Cumulous clouds form when the atmosphere gets unstable. For incompressible liquids, "unstable" means a high density liquid "water" is balancing precariously on a low density liquid "oil" (ignore surface tension). If a little bit of the lower density liquid rises, it will act like a "bubble", and will be pushed upward. The updraft will cause a positive feedback that pulls up more "oil". Eventually, large plumes of "oil" are rising as the "water" falls to take it's place. If you colored the "oil" white, you would see a cumulous cloud shape.
For air, the definition of "instability" is more complicated because air is compressible. "unstable" means that if you take a "parcel" of air and lift it up a little bit (Nature does this so quickly that little heat transfer happens), it will be less dense than the surrounding air. Thus it acts like the liquid case. Most instability is caused by solar radiation heating the ground and reducing the density of the low-level air.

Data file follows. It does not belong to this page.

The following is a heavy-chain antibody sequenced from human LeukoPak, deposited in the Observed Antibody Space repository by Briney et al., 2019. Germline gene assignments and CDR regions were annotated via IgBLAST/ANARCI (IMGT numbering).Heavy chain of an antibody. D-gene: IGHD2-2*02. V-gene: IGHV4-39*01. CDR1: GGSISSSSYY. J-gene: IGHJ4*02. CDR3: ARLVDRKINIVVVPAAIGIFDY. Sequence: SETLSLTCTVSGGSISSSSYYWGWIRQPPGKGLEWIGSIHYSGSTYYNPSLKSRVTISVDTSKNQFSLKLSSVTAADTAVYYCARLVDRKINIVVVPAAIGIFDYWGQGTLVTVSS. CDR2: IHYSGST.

As it rises, the cooling from the decompression (altitude) causes water to condense. The "background" air that the rising air is moving into is mainly displaced to the side and downward (to replace the air near ground level), so it remains clear. Thus, the billiowing cloud surface is the interface between the rising plume and the "background" air. The clear air in the space between clouds is in fact descending to replace the low-level air.
There is another reinforcing effect: As water condenses, it releases heat which slows down the cooling effect of decompression. This effect is stronger than the reduction of water volume as it changes from a gas to a liquid.
What about uniform mists? In this case, air rises and condenses uniformly. Something has to replace the air as it rises, and that something is a "front", a layer of air that is moving in horizontally to displace the air upward like a wedge.